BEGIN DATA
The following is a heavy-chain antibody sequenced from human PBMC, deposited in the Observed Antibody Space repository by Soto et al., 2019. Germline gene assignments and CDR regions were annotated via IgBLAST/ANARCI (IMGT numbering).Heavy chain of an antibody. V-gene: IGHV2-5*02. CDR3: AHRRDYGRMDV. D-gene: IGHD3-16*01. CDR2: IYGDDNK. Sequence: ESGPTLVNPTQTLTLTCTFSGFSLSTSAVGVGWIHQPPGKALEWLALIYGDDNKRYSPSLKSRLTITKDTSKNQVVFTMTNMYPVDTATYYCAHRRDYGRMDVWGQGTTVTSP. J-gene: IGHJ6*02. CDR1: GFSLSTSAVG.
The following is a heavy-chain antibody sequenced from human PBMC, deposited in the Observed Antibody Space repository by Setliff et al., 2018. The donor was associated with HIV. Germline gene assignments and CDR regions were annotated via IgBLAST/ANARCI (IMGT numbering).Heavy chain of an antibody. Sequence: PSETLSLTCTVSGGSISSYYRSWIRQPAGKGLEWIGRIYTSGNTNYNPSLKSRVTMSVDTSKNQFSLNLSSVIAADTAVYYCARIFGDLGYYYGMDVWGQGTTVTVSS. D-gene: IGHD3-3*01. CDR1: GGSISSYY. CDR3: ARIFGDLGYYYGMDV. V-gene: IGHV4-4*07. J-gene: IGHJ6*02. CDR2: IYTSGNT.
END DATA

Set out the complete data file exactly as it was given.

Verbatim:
The following is a heavy-chain antibody sequenced from human PBMC, deposited in the Observed Antibody Space repository by Soto et al., 2019. Germline gene assignments and CDR regions were annotated via IgBLAST/ANARCI (IMGT numbering).Heavy chain of an antibody. V-gene: IGHV2-5*02. CDR3: AHRRDYGRMDV. D-gene: IGHD3-16*01. CDR2: IYGDDNK. Sequence: ESGPTLVNPTQTLTLTCTFSGFSLSTSAVGVGWIHQPPGKALEWLALIYGDDNKRYSPSLKSRLTITKDTSKNQVVFTMTNMYPVDTATYYCAHRRDYGRMDVWGQGTTVTSP. J-gene: IGHJ6*02. CDR1: GFSLSTSAVG.
The following is a heavy-chain antibody sequenced from human PBMC, deposited in the Observed Antibody Space repository by Setliff et al., 2018. The donor was associated with HIV. Germline gene assignments and CDR regions were annotated via IgBLAST/ANARCI (IMGT numbering).Heavy chain of an antibody. Sequence: PSETLSLTCTVSGGSISSYYRSWIRQPAGKGLEWIGRIYTSGNTNYNPSLKSRVTMSVDTSKNQFSLNLSSVIAADTAVYYCARIFGDLGYYYGMDVWGQGTTVTVSS. D-gene: IGHD3-3*01. CDR1: GGSISSYY. CDR3: ARIFGDLGYYYGMDV. V-gene: IGHV4-4*07. J-gene: IGHJ6*02. CDR2: IYTSGNT.